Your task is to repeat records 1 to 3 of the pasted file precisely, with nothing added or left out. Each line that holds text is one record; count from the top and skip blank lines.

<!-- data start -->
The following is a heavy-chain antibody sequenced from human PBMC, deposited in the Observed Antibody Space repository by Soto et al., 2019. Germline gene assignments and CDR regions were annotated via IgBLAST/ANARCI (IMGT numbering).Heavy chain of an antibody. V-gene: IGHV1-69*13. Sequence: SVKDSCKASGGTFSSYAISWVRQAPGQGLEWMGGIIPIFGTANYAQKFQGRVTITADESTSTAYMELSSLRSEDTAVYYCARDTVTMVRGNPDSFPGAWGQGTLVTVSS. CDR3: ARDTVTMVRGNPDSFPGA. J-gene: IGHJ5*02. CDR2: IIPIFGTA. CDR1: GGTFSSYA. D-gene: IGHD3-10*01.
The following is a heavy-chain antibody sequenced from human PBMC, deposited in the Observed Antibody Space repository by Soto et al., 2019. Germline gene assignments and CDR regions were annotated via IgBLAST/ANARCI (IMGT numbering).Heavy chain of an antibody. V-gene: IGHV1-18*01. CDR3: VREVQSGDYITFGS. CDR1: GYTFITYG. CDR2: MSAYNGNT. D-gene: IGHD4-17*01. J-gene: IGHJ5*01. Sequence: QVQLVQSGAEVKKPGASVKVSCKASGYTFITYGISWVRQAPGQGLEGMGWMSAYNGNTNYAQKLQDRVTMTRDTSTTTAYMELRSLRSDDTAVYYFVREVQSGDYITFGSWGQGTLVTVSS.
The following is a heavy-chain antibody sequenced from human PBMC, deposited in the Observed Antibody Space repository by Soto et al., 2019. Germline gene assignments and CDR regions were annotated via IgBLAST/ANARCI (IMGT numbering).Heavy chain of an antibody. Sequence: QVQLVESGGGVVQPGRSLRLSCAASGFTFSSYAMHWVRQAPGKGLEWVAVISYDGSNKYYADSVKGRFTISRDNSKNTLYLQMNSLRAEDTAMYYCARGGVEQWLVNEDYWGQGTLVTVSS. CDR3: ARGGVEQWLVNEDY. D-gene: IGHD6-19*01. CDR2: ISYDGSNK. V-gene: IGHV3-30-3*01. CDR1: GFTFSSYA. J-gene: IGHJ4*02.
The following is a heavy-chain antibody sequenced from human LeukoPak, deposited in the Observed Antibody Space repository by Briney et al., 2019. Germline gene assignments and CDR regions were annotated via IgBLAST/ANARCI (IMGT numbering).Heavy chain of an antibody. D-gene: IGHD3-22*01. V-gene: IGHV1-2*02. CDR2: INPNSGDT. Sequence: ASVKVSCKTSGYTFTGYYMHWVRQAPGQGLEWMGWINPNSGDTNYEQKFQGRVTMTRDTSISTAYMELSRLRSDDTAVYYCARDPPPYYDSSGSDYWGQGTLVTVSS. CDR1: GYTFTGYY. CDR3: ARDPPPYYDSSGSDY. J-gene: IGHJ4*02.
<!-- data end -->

The following is a heavy-chain antibody sequenced from human PBMC, deposited in the Observed Antibody Space repository by Soto et al., 2019. Germline gene assignments and CDR regions were annotated via IgBLAST/ANARCI (IMGT numbering).Heavy chain of an antibody. V-gene: IGHV1-69*13. Sequence: SVKDSCKASGGTFSSYAISWVRQAPGQGLEWMGGIIPIFGTANYAQKFQGRVTITADESTSTAYMELSSLRSEDTAVYYCARDTVTMVRGNPDSFPGAWGQGTLVTVSS. CDR3: ARDTVTMVRGNPDSFPGA. J-gene: IGHJ5*02. CDR2: IIPIFGTA. CDR1: GGTFSSYA. D-gene: IGHD3-10*01.
The following is a heavy-chain antibody sequenced from human PBMC, deposited in the Observed Antibody Space repository by Soto et al., 2019. Germline gene assignments and CDR regions were annotated via IgBLAST/ANARCI (IMGT numbering).Heavy chain of an antibody. V-gene: IGHV1-18*01. CDR3: VREVQSGDYITFGS. CDR1: GYTFITYG. CDR2: MSAYNGNT. D-gene: IGHD4-17*01. J-gene: IGHJ5*01. Sequence: QVQLVQSGAEVKKPGASVKVSCKASGYTFITYGISWVRQAPGQGLEGMGWMSAYNGNTNYAQKLQDRVTMTRDTSTTTAYMELRSLRSDDTAVYYFVREVQSGDYITFGSWGQGTLVTVSS.
The following is a heavy-chain antibody sequenced from human PBMC, deposited in the Observed Antibody Space repository by Soto et al., 2019. Germline gene assignments and CDR regions were annotated via IgBLAST/ANARCI (IMGT numbering).Heavy chain of an antibody. Sequence: QVQLVESGGGVVQPGRSLRLSCAASGFTFSSYAMHWVRQAPGKGLEWVAVISYDGSNKYYADSVKGRFTISRDNSKNTLYLQMNSLRAEDTAMYYCARGGVEQWLVNEDYWGQGTLVTVSS. CDR3: ARGGVEQWLVNEDY. D-gene: IGHD6-19*01. CDR2: ISYDGSNK. V-gene: IGHV3-30-3*01. CDR1: GFTFSSYA. J-gene: IGHJ4*02.